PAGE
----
Idaho’s potato crop has caught up well after wet, cold weather during planting and emergence seasons delayed its start. As Brad Carlson reports for Capital Press, Declo-area grower Mark Darrington liked what he saw during recent test digs: tubers, in contrast to the “big crop of vines” of one variety that produced poorly in last year’s drought and early, prolonged high heat.
In the south-central region, “compared to last year, this crop looks fabulous,” he said. “As compared to a five-year average, it is a good, solid, average crop. …It was slow on emergence, but once it emerged, it performed well,” Darrington said.
Nearby to the south and west, Randy Hardy said the crop had been 10-14 days behind before the recent momentum gain in mostly warm, clear conditions.
“Currently, the crop looks pretty good,” Joe Esta, vice president at Wada Farms in Idaho Falls, said July 26. The business likes to see rows in the region close by July 4, “and they were trailing that a little bit.”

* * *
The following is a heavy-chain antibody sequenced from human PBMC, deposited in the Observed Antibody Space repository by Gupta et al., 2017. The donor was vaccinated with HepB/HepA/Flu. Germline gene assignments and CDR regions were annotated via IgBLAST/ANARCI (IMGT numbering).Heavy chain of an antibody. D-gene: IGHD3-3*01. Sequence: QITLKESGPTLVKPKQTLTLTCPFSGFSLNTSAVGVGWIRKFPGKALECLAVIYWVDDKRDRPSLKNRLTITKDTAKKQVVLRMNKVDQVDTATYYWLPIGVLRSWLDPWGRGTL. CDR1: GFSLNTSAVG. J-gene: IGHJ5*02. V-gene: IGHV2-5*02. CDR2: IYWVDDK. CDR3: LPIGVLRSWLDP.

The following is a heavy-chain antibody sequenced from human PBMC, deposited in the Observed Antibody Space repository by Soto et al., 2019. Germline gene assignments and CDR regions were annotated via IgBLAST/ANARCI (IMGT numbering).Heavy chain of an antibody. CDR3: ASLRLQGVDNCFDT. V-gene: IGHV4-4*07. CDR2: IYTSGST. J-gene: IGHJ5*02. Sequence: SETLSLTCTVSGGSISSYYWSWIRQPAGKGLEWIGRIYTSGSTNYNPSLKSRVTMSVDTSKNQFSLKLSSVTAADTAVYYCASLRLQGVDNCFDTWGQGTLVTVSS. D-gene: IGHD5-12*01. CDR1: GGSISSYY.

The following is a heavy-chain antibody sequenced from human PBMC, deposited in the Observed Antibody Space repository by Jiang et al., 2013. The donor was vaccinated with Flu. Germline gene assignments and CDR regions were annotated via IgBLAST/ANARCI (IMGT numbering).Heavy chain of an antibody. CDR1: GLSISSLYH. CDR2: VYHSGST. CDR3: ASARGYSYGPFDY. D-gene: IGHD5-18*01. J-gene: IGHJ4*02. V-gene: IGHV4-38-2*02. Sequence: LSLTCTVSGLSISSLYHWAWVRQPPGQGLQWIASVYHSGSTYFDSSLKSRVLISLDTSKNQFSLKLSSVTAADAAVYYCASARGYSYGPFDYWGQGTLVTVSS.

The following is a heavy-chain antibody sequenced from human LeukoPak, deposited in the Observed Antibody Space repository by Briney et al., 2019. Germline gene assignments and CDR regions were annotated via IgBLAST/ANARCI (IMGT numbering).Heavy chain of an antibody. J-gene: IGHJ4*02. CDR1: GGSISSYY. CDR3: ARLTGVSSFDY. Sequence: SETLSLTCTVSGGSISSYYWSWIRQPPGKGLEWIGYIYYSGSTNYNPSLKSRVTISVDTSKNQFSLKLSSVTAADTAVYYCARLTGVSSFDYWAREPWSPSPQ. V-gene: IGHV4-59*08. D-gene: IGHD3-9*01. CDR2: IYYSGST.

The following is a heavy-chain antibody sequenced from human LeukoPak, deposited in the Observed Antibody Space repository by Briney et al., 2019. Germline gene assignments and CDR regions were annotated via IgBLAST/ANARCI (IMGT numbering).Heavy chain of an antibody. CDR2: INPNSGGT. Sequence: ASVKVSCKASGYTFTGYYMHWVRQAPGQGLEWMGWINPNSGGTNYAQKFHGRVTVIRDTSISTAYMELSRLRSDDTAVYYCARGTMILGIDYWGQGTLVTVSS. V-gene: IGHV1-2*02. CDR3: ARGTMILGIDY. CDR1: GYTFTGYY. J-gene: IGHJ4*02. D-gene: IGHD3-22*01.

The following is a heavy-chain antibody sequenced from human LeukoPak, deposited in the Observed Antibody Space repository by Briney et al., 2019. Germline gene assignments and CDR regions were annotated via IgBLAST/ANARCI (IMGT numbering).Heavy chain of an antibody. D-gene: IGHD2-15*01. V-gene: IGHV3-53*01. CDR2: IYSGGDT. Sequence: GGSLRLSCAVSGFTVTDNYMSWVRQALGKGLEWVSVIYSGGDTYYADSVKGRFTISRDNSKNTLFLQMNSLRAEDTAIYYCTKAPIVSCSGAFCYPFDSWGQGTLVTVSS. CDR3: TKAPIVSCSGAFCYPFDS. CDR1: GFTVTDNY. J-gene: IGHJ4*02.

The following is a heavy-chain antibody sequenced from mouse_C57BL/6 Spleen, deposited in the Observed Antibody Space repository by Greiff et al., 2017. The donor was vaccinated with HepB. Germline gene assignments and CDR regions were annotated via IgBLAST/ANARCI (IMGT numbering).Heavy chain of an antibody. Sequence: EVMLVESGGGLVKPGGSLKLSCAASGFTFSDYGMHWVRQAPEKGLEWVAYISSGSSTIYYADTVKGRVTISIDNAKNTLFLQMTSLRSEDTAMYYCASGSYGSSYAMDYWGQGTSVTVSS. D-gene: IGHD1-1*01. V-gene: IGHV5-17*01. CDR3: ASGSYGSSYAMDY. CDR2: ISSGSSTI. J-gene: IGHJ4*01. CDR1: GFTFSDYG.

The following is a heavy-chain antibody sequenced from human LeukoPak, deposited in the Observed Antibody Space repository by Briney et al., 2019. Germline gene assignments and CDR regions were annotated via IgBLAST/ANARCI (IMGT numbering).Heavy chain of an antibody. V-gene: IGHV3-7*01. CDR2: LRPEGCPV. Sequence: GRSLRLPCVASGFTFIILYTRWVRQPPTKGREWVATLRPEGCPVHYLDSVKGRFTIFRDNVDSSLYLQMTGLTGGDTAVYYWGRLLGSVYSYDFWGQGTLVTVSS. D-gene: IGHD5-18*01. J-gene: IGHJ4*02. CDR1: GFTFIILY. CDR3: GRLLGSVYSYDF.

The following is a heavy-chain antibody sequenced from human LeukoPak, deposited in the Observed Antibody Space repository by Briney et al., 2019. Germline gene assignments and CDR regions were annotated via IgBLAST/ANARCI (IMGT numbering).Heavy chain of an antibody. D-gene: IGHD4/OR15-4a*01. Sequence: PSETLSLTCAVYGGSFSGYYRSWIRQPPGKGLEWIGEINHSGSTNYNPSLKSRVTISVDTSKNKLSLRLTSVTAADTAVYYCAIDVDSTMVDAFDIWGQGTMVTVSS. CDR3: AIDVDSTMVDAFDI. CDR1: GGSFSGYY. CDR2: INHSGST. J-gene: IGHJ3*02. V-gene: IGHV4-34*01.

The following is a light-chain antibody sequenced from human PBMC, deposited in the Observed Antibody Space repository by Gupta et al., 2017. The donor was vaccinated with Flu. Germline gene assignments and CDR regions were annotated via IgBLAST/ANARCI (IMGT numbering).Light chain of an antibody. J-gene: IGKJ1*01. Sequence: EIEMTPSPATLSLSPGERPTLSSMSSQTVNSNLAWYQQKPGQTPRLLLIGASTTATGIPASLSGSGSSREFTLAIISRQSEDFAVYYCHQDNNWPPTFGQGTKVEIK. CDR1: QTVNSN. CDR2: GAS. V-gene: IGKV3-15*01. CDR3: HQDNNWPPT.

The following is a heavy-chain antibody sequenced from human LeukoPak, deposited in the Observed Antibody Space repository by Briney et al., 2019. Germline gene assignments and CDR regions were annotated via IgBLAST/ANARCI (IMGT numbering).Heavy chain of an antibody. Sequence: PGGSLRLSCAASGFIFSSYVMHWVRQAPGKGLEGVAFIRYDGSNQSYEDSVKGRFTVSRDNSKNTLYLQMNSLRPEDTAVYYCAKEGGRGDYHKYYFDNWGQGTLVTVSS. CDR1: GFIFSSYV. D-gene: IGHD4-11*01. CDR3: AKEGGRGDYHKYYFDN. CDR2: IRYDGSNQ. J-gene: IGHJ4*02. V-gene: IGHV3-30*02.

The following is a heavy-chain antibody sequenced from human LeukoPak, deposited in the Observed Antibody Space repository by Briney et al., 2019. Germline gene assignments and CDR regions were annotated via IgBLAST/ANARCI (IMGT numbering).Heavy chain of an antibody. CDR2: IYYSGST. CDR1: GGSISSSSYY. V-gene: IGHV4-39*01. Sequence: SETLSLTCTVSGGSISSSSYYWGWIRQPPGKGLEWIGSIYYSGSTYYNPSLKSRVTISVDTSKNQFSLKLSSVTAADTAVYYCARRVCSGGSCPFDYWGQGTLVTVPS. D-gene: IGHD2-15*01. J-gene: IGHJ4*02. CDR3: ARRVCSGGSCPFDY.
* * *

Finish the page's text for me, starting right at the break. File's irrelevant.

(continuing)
Planted acres in the state are about 290,000, down 8% from 315,000 a year earlier, USDA’s National Agricultural Statistics Service reported June 30. Many growers shifted to crops that use less water and other inputs.
Source: Capital Press. Read the full story and listen to an audio file here
Photo: Credit Idaho Farm Bureau Federation